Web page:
Some experts have argued that the removal of grey squirrels by itself could result in a reduction in Lyme disease risk, but this has not yet been proven. This is because ticks can feed on other wild animals and it is not clear what will happen when grey squirrels are removed in terms of disease risk. Our project plans to answer this question by determining what happens when grey squirrel populations are being reduced, and how this affects ticks and diseases. We will also develop models to predict what could happen to grey squirrel populations, and the ticks and diseases they host, as a consequence of increasing woodlands and forests in the UK while the climate is also changing.

Prof Belmain explains: “Our research aims to build on these ongoing activities to control grey squirrels, helping to understand the role of greys in perpetuating Lyme disease and seeing whether reducing the population of greys can also reduce the prevalence of ticks and Lyme disease. We hope to show that grey squirrels can be sustainably managed in humane ways by using contraceptive baits that will lower their population, helping the smaller red squirrel population to recover and expand so that more people can appreciate reds in the wild whilst reducing the chances of catching Lyme disease.”

Dr Bray’s role in this project is to explore the possibility of using chemical attractants and repellents to prevent ticks finding animals on which to feed and thereby reduce the transmission of Lyme disease. Ticks smell by using special sensors on their front feet, but not much is known about the chemicals which they use to find their hosts. Dr Bray says: “This exciting project brings together experts in different aspects of mammal, forest and tick biology, aiming to reduce risk of Lyme disease. The One Health approach we have adopted is applicable to many vector-borne diseases threatening animal and human health.”

The team will engage with the public throughout the project, particularly with groups trying to save the red squirrel through grey squirrel control. The project team will also explore the attitudes of the wider public and their attitudes towards squirrels, ticks and infections such as Lyme disease. This is an essential step toward understanding people's concerns about animal control, and how best to protect people from vector-borne disease in a changing environment and climate.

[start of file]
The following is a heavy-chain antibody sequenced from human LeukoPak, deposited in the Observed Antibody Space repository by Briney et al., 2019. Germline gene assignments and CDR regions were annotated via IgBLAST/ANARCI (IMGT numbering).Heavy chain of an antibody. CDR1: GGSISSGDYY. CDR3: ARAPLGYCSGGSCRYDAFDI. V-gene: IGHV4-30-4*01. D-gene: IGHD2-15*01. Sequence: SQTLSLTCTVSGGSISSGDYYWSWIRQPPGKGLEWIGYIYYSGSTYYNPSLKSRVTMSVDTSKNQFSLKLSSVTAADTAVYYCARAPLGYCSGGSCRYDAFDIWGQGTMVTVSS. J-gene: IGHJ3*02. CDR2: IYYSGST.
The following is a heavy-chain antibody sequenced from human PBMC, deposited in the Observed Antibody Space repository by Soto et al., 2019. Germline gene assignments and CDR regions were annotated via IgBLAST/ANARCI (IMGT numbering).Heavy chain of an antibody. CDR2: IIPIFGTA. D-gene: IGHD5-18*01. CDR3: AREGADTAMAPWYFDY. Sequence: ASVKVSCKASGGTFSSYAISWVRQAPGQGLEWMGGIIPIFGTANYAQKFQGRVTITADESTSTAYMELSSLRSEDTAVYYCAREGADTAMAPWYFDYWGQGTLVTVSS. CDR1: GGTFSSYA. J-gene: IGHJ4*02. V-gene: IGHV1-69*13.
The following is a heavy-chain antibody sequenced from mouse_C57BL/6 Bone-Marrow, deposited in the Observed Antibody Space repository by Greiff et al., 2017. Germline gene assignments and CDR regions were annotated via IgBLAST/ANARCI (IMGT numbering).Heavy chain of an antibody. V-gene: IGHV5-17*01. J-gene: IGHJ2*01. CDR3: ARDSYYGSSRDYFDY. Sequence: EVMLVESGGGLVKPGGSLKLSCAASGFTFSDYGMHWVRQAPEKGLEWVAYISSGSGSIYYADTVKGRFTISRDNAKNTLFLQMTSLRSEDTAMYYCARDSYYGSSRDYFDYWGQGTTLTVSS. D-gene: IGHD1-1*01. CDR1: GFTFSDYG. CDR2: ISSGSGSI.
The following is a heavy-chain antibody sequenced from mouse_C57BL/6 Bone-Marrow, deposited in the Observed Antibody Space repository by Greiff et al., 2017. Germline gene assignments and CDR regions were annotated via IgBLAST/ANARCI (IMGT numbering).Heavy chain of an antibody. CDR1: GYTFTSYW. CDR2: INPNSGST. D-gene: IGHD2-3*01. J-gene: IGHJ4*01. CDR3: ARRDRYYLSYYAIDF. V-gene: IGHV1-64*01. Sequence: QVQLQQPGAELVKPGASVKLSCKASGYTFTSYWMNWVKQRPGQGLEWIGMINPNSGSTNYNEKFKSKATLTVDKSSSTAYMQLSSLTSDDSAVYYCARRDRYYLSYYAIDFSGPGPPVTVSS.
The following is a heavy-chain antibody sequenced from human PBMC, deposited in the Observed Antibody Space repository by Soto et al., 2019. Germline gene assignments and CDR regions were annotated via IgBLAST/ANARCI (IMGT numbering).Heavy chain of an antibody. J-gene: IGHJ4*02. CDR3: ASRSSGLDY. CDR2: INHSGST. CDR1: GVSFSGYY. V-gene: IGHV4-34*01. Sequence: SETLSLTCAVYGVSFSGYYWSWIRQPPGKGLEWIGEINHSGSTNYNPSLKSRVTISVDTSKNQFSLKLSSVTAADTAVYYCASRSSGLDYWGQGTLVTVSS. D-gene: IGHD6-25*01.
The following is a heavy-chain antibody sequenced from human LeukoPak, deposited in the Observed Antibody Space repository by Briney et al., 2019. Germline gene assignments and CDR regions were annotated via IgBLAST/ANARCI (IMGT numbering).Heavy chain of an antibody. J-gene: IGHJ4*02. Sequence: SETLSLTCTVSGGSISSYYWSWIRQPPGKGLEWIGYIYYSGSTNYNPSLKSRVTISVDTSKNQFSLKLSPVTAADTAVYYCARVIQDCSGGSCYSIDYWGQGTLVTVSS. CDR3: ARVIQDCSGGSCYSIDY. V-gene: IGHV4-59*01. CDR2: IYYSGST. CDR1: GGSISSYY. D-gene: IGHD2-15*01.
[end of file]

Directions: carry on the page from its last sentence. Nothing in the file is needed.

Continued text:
Watch Professor Belmain on KMTV (at 38 minutes into the programme)

To find out more about:

Natural Resources Institute

Professor Steve Belmain

Dr Dan Bray

University of Salford

The University of York

The Animal and Plant Health Agency

Forest Research

The Animal and Plant Health Agency (APHA) works across Great Britain to safeguard animal and plant health for the benefit of people, the environment and the economy. @APHAgovuk

Forest Research is Great Britain’s principal organisation for forestry and tree-related research and is internationally renowned for the provision of evidence and scientific services in support of sustainable forestry. @Forest_Research

The Environment Research and Innovation Centre at the University of Salford delivers applied and impactful environmental research and innovation necessary to understand global challenges and develop solutions for industry, government, and wider society. Our studies of past and present environments, coupled with our development of novel approaches for quantifying and managing environmental change, support sustainable development from the local to the global scale. @SalfordUni

The University of York is a member of the prestigious Russell Group of research-intensive universities. Academic staff work collaboratively in partnership with institutions across the world to develop life-saving discoveries and new technologies that tackle some of the most pressing global challenges.

The University of York hosts the Europe office of the Botstiber Institute for Wildlife Fertility Control, dedicated to raising awareness about contexts in which fertility control can be applied.